If you object to blonde jokes, please complain to the Rockford Squire.

If you find any of Mark Twain’s comments about politics to be offensive, please write your letters of complaint directly to him.

Posted in Roger on Main St.Comments Off on

Roger on Main Street

roger on main streetWarm enough?

Sometimes I read science reports about the weather. It’s not that I’m a nerd; I’m just interested in stuff that hits me right in the face. Stuff like the blazing sunshine (certainly not rain) that heated up our summer this year. And the mild breezes of last winter, one of Michigan’s warmest on record.

A word of caution, though. Reading science reports about the weather can trigger anxiety attacks. That’s because…

*Details about extreme weather throughout the country seem to bombard us non-stop.

*Weather scientists’ predictions are pretty dire and they’re based on statistics. (It’s probably not good for me that I majored in statistics in college.)

*It doesn’t take much imagination to get a picture of what happens if the country runs out of energy to operate air conditioning when the temperature hits 100-plus for weeks in a row (42 days in a row for Dallas, Texas, this summer).

*And scariest of all, global warming deniers are still bucking the scientists and pushing their own notion that all this is normal variation. Human beings keep burning fossil fuels? That has nothing to do with it, folks, so drill, baby, drill, and burn, baby, burn.

Wild thinkers are saying that if this keeps on, we’d have to live underground. That would sure ruin the looks of the neighborhood.

To quell my anxiety, I’d like people not to shout down but to listen to the scientists about where Earth and we, her children, stand with Mother Nature. And I’d like people to encourage the necessary, if inconvenient, actions needed to avert catastrophe.

Here’s a web link to one of those weather science reports. It has to do with what happened to the ice in the area of the North Pole this summer. Here’s a quote to get you started:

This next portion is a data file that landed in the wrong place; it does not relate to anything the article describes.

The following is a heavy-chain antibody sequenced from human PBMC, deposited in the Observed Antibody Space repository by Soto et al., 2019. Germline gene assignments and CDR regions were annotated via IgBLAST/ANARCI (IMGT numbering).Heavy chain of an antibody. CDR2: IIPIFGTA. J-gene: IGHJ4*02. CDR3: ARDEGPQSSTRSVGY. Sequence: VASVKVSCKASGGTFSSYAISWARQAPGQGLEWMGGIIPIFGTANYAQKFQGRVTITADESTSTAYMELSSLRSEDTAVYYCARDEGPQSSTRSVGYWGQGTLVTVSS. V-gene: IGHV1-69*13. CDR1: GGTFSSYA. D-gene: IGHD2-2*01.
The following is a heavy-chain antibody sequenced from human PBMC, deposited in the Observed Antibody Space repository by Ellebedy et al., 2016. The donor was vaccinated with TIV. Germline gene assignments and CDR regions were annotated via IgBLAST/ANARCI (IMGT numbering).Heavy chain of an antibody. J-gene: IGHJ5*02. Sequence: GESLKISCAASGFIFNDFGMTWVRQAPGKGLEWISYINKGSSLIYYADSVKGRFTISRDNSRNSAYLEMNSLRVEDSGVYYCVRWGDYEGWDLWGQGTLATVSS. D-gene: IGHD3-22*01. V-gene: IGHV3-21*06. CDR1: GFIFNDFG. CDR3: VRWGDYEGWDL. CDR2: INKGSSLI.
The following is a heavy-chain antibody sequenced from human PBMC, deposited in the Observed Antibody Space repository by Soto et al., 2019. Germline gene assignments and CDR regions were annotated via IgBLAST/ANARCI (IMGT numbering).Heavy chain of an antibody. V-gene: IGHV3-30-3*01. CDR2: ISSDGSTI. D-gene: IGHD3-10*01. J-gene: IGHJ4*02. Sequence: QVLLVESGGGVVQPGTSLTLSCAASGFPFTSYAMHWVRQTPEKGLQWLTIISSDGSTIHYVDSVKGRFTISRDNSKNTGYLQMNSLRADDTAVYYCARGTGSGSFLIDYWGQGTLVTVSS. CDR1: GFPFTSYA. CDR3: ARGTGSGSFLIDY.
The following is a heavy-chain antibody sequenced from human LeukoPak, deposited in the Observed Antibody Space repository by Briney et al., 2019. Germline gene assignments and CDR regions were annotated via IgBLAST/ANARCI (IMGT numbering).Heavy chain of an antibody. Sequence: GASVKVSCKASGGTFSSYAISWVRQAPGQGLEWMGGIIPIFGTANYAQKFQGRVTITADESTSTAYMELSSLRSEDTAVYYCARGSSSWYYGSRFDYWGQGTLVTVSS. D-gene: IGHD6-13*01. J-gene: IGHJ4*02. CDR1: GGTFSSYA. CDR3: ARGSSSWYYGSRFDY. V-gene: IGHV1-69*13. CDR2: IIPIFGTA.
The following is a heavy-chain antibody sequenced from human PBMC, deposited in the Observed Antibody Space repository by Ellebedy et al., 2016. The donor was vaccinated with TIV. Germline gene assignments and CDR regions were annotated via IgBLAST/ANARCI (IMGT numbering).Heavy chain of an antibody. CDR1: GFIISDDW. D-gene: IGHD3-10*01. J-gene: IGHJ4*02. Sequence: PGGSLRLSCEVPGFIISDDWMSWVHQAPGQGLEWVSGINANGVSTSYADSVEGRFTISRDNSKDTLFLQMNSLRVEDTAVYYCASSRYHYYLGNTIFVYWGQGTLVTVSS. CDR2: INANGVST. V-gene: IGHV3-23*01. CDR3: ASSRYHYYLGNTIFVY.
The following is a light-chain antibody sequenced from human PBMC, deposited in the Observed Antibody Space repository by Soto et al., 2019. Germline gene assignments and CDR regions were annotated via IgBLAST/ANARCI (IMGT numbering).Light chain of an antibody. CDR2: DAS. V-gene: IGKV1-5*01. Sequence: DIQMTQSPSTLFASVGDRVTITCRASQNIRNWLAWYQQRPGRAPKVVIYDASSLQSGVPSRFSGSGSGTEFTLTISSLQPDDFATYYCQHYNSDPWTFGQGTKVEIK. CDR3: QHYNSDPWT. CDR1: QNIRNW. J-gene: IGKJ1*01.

“Astonished by the summer’s changes, scientists are studying the forces that exposed one million square miles of open water–six Californias–beyond the average since satellites started measurements in 1979.”


Let’s lighten up

Mr. Wilkins began reading his recovery-room record at the hospital.

The doctor arrived for the routine check-up to find the elderly gentleman quite concerned about one notation.

“I know I was in a bit of a mess when I was admitted,” said Mr. Wilkins, “but I didn’t realize I was that bad.” His face was sad as he apologized. “I hope I didn’t offend anyone too badly.”

He was comforted when the doctor explained the acronym S.O.B. meant “Short Of Breath.”

Let’s lighten up again

A little kid raised his hand and asked the teacher, “Would you please tell me, ma’am how do you spell icholas?”

Miss Simmons, the teacher, thought she had misunderstood. “Don’t you mean Nicholas?” she asked.

“No, ma’am. I’ve written the ‘N’ already.”

Let’s lighten up her hair

Q: What would you do if a blond threw a hand grenade at you?

A: You’d pull the pin and throw it right back.

Posted in Roger on Main St., Voices and ViewsComments (1)

roger on main streetArmageddon

Don’t know why, but the political convention season always makes me think about Armageddon. And, speaking of that…

Time after time, various folks have predicted the end of the world. The Millennium was one of the biggies, prediction-wise. Oops…not even the world’s computer programs came to an end. (Remember all those so-called “millennium bugs”?) So far, every day has gone by with a tomorrow to follow.

The latest prediction I’ve personally heard about is for December 21, 2012. Give credit for this one to the ancient Mayans and some imaginative moderns.

It goes like this: Events of 2012 are based on the ending date of the ancient Mayan Long Count Calendar. This is thought to end on December 21, 2012, signaling, of course, the end of days for real. Predictions of devastation and destruction abound. Some believe it wise to prepare for doomsday.